Right-hander Shawn Kelley likely will close in Robertson’s absence — he earned the save Monday, combining with lefty Matt Thornton and converted right-handed starters David Phelps and Adam Warren for 2 2/3 hitless innings of relief.
"It’s not what you want, but you’ve got to figure it out," Girardi said. "Other guys will get a chance to step up. We expect them to step up and get the job done. We’ve dealt with things like this before."
The Yankees are unlikely to pursue free-agent alternatives such as Joel Hanrahan and Ryan Madson, figuring such pitchers would need time to get ready and that Robertson might miss only 15 days.
Likewise, don’t look for the Yankees to trade for a first baseman (that means you, Ike Davis). Once Teixeira returns, he will play. He had only three singles in 12 at-bats before he got hurt, but Yankees officials noted that he was hitting the ball hard.
THE GREAT SOLARTE
Six games into the season, rookie infielder Yangervis Solarte is emerging as the Yankees’ newest folk hero. He has started one game at second and four at third, and is now 9 for 20 with two walks, four doubles and six RBI.
Solarte, 26, was a popular minor-league free agent, and did not sign with the Yankees until Jan. 16. For a few weeks the Yankees actually dropped out of the bidding, according to one of Solarte’s agents, Chris Leible of the Legacy Sports Group. And for a while, Solarte wasn’t so sure about the Yankees, either.
"A lot of players are afraid of the Yankees — afraid they’ll bring in someone making a lot of money and then (the player) won’t have a chance," Leible said.
But the Yankees, after losing second baseman Robinson Cano as a free agent, did not spend big money at Solarte’s main positions, second base and third.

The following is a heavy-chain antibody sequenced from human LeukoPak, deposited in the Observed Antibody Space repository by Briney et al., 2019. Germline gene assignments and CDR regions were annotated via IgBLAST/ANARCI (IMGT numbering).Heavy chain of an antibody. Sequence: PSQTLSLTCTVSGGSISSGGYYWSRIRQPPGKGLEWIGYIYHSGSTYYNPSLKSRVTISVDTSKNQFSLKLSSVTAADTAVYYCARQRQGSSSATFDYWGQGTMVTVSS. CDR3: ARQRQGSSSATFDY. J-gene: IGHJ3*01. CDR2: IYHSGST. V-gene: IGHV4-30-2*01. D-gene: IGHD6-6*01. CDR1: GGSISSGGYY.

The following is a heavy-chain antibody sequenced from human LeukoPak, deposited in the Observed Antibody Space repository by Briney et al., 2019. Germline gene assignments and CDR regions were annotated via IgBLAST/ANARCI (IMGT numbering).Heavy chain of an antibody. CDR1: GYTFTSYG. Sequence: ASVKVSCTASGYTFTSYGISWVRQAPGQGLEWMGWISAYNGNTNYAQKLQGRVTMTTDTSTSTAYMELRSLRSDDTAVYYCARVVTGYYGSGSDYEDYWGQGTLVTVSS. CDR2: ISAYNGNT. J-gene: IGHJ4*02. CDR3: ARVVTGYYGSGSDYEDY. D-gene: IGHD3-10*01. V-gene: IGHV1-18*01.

"I told him that in my opinion, his ticket to the big leagues was a utility guy," Leible said. "He reminded all of us a lot of one of our ex-clients, Melvin Mora. No one ever had (Mora) as a top prospect. But he just kept working hard, playing hard, playing different positions."
And how did that turn out for Mora?
He made his major league debut at 27 with the Mets, played 13 seasons and earned more than $40 million.
Solarte signed with the Twins out of Venezuela at 18. Leible said that he and his partner, Peter Greenberg, began representing him only as a favor to one of their clients, former major-league outfielder Roger Cedeno. Solarte is Cedeno’s nephew.
In 2011, Solarte finished second to future Pirates outfielder Starling Marte for the Eastern League batting title. He then spent the next two seasons at Triple-A with the Rangers but never reached the majors.
The Yankees liked Solarte’s switch-hitting, versatility and ability to make contact. Three of their scouts endorsed him — Jay Darnell, David Keith and Don Wakamatsu (who has since become Royals bench coach). So did Michael Fishman, the team’s director of quantitative analysis.